Image from orchardhill.org.uk

Image from orchardhill.org.uk

But the conversation reminded me just how much I used to be into keeping a diary. There were some years where I was very good and managed to fill it in almost every day. Then there were years when there’d be nothing written after March! but I definitely had an addiction to diaries, and it was what I looked forward to at the end of every year. Even though I tended to buy myself diaries, I think there were a few years where I knew that one of the beautifully-wrapped gifts under the tree contained a book in which I would later write all my inner-most thoughts, courtesy of one of my friends who knew about my diary addiction. And one year I actually bought myself two diaries because I couldn’t choose between them – how’s that for an addiction?

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Today, I’m not sure that people keep diaries the way they used to. I used to manage a stationary shop and I’ve lost count of the number of organizer inserts and diaries that we had to reduce to almost nothing in order to get them out of the shop once we reached March. A lot of these would eventually end up getting binned. It’s hardly surprising – modern technology has made it so that we don’t need book-style diaries anymore. Our mobile phones perform all these kinds of functions and more making it unnecessary for us to buy a book to scribble down reminders and our thoughts. It’s a real shame because to me, using your mobile phone – as practical and convenient as it may be – it’s just not the same. I find it so impersonal. There’s nothing quite like putting pen to paper, and holding an actual book in your hand. I may be super old-fashioned but… you like what you like!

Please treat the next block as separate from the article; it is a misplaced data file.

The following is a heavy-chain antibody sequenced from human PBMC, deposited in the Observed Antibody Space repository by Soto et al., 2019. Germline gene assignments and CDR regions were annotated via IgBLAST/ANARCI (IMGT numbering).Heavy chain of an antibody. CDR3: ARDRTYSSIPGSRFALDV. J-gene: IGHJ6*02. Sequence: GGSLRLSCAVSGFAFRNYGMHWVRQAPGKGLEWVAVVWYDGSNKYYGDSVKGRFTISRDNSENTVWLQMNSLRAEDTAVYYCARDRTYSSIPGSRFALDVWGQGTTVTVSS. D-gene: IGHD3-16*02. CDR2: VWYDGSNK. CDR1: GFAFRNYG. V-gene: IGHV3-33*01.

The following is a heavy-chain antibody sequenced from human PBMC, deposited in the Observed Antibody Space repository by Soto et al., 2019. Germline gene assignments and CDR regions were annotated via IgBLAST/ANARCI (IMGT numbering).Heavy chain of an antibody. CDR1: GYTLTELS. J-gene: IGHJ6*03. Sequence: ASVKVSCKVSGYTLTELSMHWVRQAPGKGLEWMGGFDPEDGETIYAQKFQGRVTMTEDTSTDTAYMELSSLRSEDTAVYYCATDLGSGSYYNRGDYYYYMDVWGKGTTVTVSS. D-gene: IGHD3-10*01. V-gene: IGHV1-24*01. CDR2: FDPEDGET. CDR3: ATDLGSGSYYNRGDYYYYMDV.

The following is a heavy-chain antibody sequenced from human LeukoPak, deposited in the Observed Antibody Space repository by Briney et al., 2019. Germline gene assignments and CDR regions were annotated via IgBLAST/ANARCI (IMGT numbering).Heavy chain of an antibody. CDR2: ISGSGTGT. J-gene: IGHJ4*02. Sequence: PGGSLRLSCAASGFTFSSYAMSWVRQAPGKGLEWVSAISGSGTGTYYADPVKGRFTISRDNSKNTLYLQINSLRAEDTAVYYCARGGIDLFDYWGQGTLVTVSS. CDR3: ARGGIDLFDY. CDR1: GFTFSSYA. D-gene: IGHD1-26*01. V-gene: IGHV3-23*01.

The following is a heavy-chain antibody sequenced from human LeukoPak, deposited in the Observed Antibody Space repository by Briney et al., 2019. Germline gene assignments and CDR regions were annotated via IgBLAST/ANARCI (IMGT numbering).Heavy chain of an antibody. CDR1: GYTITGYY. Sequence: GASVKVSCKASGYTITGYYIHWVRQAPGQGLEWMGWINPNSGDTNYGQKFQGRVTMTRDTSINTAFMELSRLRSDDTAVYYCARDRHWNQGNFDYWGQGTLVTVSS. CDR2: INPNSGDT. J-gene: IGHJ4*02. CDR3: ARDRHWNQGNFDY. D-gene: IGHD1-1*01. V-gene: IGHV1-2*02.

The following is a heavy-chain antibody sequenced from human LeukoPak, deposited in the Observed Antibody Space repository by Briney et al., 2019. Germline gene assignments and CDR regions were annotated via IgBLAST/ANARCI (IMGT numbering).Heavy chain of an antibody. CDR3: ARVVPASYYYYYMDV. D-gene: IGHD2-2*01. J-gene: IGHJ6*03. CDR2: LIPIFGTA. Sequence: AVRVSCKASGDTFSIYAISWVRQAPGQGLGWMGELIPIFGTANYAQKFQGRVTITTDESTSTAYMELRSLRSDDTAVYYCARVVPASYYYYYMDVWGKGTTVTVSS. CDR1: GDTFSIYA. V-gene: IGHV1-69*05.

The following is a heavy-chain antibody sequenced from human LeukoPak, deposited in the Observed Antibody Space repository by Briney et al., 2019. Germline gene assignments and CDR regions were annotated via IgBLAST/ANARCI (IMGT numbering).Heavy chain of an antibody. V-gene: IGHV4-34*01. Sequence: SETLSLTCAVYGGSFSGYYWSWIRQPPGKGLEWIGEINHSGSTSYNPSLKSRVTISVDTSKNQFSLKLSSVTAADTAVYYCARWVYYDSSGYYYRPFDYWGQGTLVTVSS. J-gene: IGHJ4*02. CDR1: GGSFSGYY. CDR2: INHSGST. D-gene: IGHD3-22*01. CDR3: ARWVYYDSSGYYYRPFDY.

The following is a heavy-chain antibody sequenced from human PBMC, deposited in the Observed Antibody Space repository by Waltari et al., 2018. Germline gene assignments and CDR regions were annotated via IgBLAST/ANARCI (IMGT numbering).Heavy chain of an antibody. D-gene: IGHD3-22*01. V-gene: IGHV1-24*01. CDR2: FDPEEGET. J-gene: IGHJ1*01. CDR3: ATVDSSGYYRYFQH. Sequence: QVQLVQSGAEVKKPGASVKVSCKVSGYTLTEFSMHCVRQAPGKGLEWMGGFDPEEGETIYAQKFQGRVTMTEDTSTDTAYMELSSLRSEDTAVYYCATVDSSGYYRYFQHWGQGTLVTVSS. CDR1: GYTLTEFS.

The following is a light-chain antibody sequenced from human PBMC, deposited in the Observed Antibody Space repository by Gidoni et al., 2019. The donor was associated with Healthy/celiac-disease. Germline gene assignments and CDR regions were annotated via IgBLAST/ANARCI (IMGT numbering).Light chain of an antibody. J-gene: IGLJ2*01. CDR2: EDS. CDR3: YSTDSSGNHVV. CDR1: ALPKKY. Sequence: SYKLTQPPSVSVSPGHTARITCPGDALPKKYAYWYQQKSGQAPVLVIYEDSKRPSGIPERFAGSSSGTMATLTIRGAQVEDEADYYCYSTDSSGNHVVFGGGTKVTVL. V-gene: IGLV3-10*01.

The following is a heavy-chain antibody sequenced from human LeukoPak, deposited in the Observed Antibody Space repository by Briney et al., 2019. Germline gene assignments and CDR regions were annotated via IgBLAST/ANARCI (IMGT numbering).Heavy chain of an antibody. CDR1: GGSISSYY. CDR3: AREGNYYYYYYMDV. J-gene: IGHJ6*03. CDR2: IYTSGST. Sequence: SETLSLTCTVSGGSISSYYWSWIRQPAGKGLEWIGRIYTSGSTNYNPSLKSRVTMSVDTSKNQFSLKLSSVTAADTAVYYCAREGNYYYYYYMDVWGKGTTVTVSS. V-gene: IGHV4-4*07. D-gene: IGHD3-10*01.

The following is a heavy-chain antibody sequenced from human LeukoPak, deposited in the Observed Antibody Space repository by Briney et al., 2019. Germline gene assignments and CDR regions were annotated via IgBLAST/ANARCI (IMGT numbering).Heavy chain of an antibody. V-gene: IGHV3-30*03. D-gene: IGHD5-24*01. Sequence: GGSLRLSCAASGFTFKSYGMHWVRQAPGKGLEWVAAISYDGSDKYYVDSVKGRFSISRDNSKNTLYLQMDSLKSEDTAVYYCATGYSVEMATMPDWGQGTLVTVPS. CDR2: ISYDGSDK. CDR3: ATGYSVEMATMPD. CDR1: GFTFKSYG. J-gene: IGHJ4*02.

Image from journalbuddies.com

Image from journalbuddies.com

Why did I like diaries so much? Well, I liked the idea of having something to record my thoughts. I also knew that it was something that us girls did. I don’t recall ever having one with a lock (although I did want one!) but I didn’t wrap a hundred hair bands around it either – I kind of figured that that wasn’t going to stop anyone from breaking and entering! I also really liked the ‘extras’ that came with the diary. These were the additional pages that contained interesting and useful information. Some of the diaries I bought were typically aimed at girls, so there was information on diet, beauty, fashion, socialising etc. A diary for girls that I bought in the early ’90s by Letts, even contained weird and wonderful real life stories as well as self-defence tips. I loved it!